On the economic level, matriarchies are mostly subsistence-autonomous agrarian societies in which private property and territorial claim seem unknown, but the right of use is decisive. The circulation of goods corresponds most closely to an economy of the gift. The goal of gift economy is not the accumulation of material and immaterial goods, but balancing. It distributes to create social and economic balance in the sense of the well-being for all. The community, as well as a sustainable, respectful and friendly relationship with nature and its phenomena as a creative context of life.
Homo donans© Adobe Photostock
This is still demonstrated today by indigenous cultures and worldviews that, although increasingly patriarchalized in the course of colonization, seem to borrow at their core from matriarchy as a model of civilization. In particular, this is visible in terms of a cooperative relationship with nature that is friendly and almost kinship-like. Nature, presented as maternal and not for nothing called “Mother Earth” or, as in South America “Pachamama”, is respected as a living being. A being wit whom a relationship can be cultivated in various ways in the light of the gift. As an autonomous and powerful subject, nature is seemingly both, the giver and the receiver. A gift relationship with her cultivates in various ritual and everyday practices. Mother Earth is the Great Giver par excellence.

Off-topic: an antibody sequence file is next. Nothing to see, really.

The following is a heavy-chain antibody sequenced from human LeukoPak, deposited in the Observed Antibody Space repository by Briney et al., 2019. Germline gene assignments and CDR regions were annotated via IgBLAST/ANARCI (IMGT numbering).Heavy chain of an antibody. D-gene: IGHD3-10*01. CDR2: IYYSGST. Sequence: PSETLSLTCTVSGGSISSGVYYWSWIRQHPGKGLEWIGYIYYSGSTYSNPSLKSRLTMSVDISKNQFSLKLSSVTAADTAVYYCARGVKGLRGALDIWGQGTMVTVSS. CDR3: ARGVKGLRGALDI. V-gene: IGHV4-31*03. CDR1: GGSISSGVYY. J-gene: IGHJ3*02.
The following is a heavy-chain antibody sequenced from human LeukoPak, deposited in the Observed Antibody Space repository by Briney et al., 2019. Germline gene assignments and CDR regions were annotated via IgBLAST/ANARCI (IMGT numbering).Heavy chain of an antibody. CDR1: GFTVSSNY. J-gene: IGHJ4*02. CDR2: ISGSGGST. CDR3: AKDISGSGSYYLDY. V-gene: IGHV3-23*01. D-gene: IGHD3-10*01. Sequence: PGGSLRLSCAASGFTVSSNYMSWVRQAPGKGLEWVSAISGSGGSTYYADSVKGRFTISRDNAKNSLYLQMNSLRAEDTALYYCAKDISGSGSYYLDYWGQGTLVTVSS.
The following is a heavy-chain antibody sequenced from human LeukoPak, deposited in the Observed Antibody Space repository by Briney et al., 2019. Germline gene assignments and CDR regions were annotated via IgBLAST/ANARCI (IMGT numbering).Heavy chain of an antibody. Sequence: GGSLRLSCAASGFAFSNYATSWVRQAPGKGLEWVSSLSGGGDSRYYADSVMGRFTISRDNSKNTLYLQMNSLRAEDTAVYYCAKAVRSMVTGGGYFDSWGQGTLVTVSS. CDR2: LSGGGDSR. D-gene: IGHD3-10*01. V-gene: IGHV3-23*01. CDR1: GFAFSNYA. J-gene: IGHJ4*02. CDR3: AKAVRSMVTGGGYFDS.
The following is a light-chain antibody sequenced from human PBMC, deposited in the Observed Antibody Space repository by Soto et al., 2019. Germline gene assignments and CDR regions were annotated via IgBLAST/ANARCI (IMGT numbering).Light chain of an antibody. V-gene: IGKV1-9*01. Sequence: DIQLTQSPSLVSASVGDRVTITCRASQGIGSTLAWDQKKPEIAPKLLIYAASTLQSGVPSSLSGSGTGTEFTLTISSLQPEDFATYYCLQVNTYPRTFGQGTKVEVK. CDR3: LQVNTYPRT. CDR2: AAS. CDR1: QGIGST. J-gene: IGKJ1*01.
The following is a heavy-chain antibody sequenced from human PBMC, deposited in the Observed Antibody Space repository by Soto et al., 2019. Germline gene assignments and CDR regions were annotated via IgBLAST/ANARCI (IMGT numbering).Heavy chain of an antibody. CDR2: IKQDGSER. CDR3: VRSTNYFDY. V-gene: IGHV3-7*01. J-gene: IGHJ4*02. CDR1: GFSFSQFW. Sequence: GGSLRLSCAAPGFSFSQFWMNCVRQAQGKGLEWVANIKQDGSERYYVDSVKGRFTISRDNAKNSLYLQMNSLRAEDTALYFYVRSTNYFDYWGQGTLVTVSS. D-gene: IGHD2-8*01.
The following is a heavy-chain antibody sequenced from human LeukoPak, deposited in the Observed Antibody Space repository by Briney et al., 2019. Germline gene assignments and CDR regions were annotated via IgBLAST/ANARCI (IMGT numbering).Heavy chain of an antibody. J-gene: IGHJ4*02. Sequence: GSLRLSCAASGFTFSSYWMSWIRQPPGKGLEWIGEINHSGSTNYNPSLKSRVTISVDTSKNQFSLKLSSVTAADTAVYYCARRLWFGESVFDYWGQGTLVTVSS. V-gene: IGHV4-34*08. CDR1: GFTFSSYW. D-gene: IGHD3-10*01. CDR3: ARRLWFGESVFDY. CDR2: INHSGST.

About the author
Dr.in MMag.a Simone Wörer, born 1981 in Bruneck/South Tyrol, lives and works in Innsbruck. Studied political science (main focus: Women’s and gender studies. Also political theory and history of ideas) and educational science (focus: anthropology, psychoanalytic educational science) at the University of Innsbruck. She has a doctorate in political science with Univ.-Prof. Dr. Claudia von Werlhof. Besides working in the event sector as a freelance researcher and lecturer; collaborator of the “Research Institute for Patriarchy Criticism and Alternative Civilizations FIPAZ e. V.” and the “Planetary Movement for Mother Earth – PBME”. Author of publications in German, English and Italian. Main research interests are the following.
Critical patriarchy theory, theories and practices of gift, alternatives of/to economy and politics, critique of science, social movements, ecofeminism.
*(International Feminists for a Gift Economy)
This article appeared originally on the German Homepage of Tattva Viveka: Homo donans